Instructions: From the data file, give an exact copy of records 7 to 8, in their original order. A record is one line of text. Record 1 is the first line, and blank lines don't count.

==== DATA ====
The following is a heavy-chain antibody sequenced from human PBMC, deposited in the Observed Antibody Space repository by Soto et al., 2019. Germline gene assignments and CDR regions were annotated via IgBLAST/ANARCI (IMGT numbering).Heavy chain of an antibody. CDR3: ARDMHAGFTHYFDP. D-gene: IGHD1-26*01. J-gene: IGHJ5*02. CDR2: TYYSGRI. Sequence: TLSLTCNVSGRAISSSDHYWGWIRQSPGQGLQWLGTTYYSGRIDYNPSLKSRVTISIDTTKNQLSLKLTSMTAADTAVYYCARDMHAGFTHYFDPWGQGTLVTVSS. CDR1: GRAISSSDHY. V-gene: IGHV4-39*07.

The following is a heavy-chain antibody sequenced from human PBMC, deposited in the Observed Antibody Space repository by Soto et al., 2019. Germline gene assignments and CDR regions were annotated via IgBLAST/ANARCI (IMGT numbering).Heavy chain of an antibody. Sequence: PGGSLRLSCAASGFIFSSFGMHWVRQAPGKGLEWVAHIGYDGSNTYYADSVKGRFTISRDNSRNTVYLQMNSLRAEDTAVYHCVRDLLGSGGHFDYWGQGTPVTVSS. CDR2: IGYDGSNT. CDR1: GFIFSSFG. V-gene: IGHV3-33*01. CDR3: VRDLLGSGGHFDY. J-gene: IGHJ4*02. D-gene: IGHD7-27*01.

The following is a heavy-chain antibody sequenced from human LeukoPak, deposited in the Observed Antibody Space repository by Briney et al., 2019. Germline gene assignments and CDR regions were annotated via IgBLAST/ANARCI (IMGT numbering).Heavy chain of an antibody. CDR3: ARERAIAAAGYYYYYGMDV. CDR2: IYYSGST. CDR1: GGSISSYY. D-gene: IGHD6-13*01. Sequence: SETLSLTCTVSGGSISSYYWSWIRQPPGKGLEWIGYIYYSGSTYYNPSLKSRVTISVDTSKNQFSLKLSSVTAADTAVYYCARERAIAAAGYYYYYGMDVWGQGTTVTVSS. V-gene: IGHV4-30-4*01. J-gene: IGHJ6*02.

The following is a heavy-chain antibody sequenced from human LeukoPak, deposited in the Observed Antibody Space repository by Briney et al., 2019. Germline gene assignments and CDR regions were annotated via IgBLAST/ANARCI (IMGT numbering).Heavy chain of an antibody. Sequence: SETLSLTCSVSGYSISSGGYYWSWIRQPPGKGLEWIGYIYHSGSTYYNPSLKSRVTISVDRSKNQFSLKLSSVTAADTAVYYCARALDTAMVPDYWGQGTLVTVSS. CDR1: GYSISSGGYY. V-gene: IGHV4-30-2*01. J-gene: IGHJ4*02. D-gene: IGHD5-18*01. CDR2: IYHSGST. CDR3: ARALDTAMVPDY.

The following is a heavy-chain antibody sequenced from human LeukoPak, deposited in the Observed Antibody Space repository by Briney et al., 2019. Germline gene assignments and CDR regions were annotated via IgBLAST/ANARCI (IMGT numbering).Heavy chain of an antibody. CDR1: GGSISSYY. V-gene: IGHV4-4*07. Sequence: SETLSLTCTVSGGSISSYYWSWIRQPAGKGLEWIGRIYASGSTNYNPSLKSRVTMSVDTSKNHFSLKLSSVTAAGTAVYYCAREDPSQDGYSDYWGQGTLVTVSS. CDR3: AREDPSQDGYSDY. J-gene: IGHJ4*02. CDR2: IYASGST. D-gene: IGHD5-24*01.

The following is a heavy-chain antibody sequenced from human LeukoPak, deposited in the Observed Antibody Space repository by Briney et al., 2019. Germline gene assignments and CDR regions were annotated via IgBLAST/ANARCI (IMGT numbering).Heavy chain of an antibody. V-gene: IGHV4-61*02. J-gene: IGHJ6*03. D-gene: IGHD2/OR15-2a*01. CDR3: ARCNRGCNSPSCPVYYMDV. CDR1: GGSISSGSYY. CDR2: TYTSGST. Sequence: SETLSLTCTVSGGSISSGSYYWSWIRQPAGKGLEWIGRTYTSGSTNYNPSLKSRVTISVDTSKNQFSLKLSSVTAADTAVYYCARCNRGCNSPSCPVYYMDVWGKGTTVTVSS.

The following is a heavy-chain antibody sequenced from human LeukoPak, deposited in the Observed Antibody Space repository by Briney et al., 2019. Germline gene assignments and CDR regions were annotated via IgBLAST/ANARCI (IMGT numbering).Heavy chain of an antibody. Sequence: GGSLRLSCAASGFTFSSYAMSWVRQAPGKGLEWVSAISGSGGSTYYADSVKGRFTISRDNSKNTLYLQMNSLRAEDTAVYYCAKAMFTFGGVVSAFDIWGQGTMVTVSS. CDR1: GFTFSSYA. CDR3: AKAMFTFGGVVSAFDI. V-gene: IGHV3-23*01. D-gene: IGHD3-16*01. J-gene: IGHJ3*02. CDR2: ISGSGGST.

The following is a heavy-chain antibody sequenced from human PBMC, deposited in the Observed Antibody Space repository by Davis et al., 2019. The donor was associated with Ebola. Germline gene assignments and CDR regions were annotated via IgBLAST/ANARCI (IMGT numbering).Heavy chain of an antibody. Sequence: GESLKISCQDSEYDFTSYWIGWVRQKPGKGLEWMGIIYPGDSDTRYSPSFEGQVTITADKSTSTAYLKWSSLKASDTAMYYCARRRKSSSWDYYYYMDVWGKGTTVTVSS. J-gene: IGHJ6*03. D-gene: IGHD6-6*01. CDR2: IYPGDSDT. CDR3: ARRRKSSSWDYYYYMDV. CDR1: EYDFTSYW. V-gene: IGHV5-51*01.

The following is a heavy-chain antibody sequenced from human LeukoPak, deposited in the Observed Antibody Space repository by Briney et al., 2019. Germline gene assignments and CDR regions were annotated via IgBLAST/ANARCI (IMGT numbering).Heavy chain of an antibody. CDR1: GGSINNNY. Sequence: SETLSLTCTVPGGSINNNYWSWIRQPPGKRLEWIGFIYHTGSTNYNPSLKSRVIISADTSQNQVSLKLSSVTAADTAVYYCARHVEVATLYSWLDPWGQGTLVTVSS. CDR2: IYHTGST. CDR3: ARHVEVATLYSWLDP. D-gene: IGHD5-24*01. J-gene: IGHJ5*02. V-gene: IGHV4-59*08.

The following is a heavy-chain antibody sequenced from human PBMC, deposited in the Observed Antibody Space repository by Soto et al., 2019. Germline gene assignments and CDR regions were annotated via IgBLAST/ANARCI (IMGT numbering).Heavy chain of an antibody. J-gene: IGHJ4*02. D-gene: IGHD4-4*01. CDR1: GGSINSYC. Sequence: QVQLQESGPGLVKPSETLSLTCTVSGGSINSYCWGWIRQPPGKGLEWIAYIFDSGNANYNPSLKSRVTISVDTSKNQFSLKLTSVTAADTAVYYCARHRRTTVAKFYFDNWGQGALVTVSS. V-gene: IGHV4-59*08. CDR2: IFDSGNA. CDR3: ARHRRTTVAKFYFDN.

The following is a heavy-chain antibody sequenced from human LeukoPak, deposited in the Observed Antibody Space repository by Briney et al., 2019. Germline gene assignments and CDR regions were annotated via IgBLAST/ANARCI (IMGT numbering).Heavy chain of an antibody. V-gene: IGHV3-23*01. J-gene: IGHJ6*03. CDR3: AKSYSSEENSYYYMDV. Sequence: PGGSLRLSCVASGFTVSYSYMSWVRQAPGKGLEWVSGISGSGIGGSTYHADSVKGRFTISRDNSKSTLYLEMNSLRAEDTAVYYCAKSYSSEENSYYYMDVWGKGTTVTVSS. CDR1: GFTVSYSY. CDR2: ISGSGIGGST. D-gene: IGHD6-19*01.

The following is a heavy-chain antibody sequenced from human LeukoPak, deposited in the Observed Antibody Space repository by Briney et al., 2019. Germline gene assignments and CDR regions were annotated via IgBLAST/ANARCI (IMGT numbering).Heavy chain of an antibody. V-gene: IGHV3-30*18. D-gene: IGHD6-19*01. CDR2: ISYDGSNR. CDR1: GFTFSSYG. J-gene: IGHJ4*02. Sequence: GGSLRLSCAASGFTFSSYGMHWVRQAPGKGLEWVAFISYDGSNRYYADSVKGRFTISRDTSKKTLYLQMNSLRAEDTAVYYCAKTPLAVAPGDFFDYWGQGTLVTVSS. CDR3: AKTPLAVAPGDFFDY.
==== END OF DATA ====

The following is a heavy-chain antibody sequenced from human LeukoPak, deposited in the Observed Antibody Space repository by Briney et al., 2019. Germline gene assignments and CDR regions were annotated via IgBLAST/ANARCI (IMGT numbering).Heavy chain of an antibody. Sequence: GGSLRLSCAASGFTFSSYAMSWVRQAPGKGLEWVSAISGSGGSTYYADSVKGRFTISRDNSKNTLYLQMNSLRAEDTAVYYCAKAMFTFGGVVSAFDIWGQGTMVTVSS. CDR1: GFTFSSYA. CDR3: AKAMFTFGGVVSAFDI. V-gene: IGHV3-23*01. D-gene: IGHD3-16*01. J-gene: IGHJ3*02. CDR2: ISGSGGST.

The following is a heavy-chain antibody sequenced from human PBMC, deposited in the Observed Antibody Space repository by Davis et al., 2019. The donor was associated with Ebola. Germline gene assignments and CDR regions were annotated via IgBLAST/ANARCI (IMGT numbering).Heavy chain of an antibody. Sequence: GESLKISCQDSEYDFTSYWIGWVRQKPGKGLEWMGIIYPGDSDTRYSPSFEGQVTITADKSTSTAYLKWSSLKASDTAMYYCARRRKSSSWDYYYYMDVWGKGTTVTVSS. J-gene: IGHJ6*03. D-gene: IGHD6-6*01. CDR2: IYPGDSDT. CDR3: ARRRKSSSWDYYYYMDV. CDR1: EYDFTSYW. V-gene: IGHV5-51*01.